Evolutionary psychology is a powerful approach to understanding human behavior and mental processes – leading to advancements in such important domains as education (see Gray, 2011), physical health (see Kruger & Nesse, 2006), and mental health (see Montgomery, 2010). As a passionate researcher in the field of evolutionary psychology (for example, see my brief textbook Evolutionary Psychology 101; Geher, 2014), I think it’s important for anyone interested in the behavioral sciences to have at least a basic understanding of this approach to psychology.
Below are five foundational concepts in the field of evolutionary psychology.
1. Natural Selection Applies to Behavior.
Observable qualities of organisms with some heritable component are “naturally selected” if they lead to probabilistic increases in survival or reproductive success of the organism. Behavioral patterns in humans, which are often partly heritable, may be naturally selected. Evolutionary psychologists, thus, often conceptualize behavioral patterns as qualities of humans that have the capacity to increase likelihood of survival and/or reproduction. Behavioral patterns that facilitate survival and/or reproduction may well be the result of natural selection.
2. The Importance of Human Universals.
Human universals play an important role in evolutionary psychology, as universals (such as fear of snakes that exists in multiple human populations, see Öhman, & Mineka, 2001) likely evolved as adaptations to help our ancestors survive and/or reproduce. Otherwise, these things wouldn’t be universal. So if some behavioral trait is universal across human populations, that’s a clue that it’s a product of basic evolutionary forces such as natural selection.
3. Evolutionary Mismatch.
The lion’s share of human psychology evolved over eons in the African Savanna. And only recently (in evolutionary time) have humans lived in large-scale post-agricultural and post-industrial societies. Since organic evolutionary processes take a long time to effect change, our minds are actually better-suited to ancestral, pre-agricultural contexts than to modern contexts. Many features of modern living (e.g., the large-scale availability of processed foods or the fact that many people do not live near to extended family members) do not match our evolved psychology – and problems (such as physical or mental health issues) are often the result.
4. Strategic Pluralism.
Human behavior is highly flexible, and many different behavioral strategies have evolved in our species across various psychological domains (see Gangestad & Simpson, 2000). For instance, under highly stable conditions, humans are more likely to pursue long-term mating strategies (such as monogamy) than they are under relatively unstable conditions (see Figueredo, 2005). The evolutionary psychological approach seeks to understand the nature of behavioral flexibility in terms of evolutionary principles.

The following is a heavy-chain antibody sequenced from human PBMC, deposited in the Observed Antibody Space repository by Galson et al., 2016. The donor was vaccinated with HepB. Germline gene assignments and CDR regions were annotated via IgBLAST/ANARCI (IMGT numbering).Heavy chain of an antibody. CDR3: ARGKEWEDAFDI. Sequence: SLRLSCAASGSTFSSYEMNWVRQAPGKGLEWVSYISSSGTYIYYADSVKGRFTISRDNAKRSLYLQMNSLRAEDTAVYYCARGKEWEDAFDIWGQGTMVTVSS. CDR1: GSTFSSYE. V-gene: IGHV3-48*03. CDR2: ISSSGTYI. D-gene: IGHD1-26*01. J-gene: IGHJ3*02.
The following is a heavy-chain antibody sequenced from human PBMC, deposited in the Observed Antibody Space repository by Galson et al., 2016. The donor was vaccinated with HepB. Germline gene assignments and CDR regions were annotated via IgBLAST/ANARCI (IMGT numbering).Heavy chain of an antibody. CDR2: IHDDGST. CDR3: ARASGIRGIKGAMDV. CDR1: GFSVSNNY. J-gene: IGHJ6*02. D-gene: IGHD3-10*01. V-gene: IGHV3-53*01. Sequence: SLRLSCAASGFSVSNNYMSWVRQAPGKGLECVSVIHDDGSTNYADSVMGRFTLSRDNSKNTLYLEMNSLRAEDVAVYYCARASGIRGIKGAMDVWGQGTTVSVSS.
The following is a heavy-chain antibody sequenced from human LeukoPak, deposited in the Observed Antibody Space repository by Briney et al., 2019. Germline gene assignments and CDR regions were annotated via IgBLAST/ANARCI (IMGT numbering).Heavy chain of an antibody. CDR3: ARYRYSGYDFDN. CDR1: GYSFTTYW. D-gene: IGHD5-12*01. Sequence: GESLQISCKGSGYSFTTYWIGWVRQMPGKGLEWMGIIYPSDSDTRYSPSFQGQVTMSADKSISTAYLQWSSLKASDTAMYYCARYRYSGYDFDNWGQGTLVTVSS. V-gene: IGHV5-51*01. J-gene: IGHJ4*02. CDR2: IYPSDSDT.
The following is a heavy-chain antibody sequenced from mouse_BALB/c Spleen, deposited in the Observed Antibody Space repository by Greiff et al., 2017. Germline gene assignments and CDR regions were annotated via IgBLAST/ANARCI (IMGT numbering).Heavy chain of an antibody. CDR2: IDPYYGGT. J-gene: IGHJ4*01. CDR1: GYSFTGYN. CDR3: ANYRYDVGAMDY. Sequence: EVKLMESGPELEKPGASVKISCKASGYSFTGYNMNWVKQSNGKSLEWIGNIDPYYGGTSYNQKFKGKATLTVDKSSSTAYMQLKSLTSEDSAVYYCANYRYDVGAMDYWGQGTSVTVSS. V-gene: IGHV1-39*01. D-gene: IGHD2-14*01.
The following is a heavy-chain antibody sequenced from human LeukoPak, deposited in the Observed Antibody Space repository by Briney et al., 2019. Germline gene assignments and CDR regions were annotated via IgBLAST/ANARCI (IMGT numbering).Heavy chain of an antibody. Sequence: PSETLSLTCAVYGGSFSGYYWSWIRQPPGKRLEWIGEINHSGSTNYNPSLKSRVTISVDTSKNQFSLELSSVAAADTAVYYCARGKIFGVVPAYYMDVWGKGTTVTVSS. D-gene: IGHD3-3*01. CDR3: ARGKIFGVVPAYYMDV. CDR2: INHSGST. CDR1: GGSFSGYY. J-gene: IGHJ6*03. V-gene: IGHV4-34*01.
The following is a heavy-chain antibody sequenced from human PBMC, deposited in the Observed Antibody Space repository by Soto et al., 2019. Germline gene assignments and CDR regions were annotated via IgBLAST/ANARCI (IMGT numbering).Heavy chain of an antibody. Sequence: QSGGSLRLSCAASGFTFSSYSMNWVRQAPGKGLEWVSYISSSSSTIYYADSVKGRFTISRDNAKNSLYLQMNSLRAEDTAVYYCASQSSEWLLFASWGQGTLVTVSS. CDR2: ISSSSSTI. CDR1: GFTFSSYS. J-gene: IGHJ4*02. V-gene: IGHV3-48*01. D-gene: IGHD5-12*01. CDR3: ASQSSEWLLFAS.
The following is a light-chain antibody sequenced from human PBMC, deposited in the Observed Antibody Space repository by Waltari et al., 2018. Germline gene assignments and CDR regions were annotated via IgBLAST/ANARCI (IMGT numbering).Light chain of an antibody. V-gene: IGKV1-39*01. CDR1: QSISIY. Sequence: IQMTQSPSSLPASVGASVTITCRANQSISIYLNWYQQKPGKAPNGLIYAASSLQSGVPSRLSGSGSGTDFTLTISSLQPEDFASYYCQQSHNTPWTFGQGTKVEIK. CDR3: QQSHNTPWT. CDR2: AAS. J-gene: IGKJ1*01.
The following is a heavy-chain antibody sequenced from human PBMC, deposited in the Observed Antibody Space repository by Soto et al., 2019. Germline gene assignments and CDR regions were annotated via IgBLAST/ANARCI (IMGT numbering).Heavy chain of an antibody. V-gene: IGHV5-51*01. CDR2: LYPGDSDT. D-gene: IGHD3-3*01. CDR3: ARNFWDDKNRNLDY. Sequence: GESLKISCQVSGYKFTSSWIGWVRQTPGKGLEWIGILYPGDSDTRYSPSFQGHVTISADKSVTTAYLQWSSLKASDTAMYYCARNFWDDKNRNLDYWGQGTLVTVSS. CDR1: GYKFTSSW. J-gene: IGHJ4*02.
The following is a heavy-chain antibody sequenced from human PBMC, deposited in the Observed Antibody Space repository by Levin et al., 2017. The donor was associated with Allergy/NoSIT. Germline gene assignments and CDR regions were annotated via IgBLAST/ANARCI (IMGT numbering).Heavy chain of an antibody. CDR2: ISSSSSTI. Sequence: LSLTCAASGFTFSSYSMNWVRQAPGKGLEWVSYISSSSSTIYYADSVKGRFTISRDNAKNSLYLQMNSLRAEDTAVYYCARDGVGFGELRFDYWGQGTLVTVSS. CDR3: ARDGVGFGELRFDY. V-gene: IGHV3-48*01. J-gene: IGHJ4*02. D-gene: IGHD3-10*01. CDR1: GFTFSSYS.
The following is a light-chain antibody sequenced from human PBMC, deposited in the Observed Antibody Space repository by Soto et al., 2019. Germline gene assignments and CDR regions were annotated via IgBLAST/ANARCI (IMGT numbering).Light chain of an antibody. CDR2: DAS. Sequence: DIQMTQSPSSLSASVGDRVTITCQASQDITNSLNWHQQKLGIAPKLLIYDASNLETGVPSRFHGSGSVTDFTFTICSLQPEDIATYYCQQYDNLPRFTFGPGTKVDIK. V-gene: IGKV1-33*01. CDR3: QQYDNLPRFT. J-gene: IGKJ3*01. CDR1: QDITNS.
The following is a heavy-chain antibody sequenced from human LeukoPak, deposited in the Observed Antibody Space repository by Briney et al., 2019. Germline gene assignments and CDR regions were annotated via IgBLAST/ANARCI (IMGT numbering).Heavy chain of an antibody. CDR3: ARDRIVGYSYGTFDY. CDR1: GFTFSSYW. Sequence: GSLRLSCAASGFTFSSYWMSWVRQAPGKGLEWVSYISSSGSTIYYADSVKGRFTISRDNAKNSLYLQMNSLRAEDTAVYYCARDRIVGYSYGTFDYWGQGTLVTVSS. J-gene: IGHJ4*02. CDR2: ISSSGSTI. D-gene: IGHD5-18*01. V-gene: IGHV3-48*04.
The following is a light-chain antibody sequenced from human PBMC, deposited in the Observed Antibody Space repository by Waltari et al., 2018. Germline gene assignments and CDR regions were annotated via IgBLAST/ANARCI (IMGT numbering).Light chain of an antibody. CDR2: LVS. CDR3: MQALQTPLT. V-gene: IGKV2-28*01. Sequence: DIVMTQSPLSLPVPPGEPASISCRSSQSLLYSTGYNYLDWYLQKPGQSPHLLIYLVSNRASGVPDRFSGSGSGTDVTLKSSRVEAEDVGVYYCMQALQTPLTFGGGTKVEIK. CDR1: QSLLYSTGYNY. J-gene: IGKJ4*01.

5. Multiple Evolutionary Forces Underlie All Human Behavior.
Natural selection is but one evolutionary force that underlies human behavior. Darwin documented several other evolutionary forces, such as “sexual selection,” which exists when some trait increases the probability of reproductive success, often at a cost to likelihood of survival. Further, cultural forces have been shown to result from evolutionary processes – and such cultural evolution plays a significant role in shaping human behavior. Evolutionary psychologists consider the panoply of evolutionary forces that work together to produce behavioral outcomes.
In much of his own research, Darwin laid the groundwork for modern evolutionary psychology. Armed with a clear understanding of Darwinian principles and modern statistical and research methodologies and technologies, modern evolutionary psychologists of today are helping realize Darwin’s vision of understanding the entirety of behavioral phenomena in terms of natural principles.
Figueredo, A. J., Vásquez, G., Brumbach, B. H., Sefcek, J. A., Kirsner, B. R., & Jacobs, W. J. (2005). The K-Factor: Individual differences in life history strategy. Personality and Individual Differences, 39(8), 1349–1360.
Gangestad, S.W., & Simpson, J. A. (2000). The evolution of human mating: Trade-offs and strategic pluralism. Behavioral and Brain Sciences, 23, 573–644.
Gray, P. (2011). Free to Learn. New York: Basic Books.
Kruger DJ, Nesse RM: An evolutionary life history understanding of sex differences in human mortality rates. Human Nature,74 (1): 74-97, 2006.
Montgomery, J. (2010). The Answer Model: A New Path to Healing. TAM Books.
Öhman, A., & Mineka, S. (2001). Fears, phobias, and preparedness: Toward an evolved module of fear and fear learning. Psychological Review, 108, 483-522.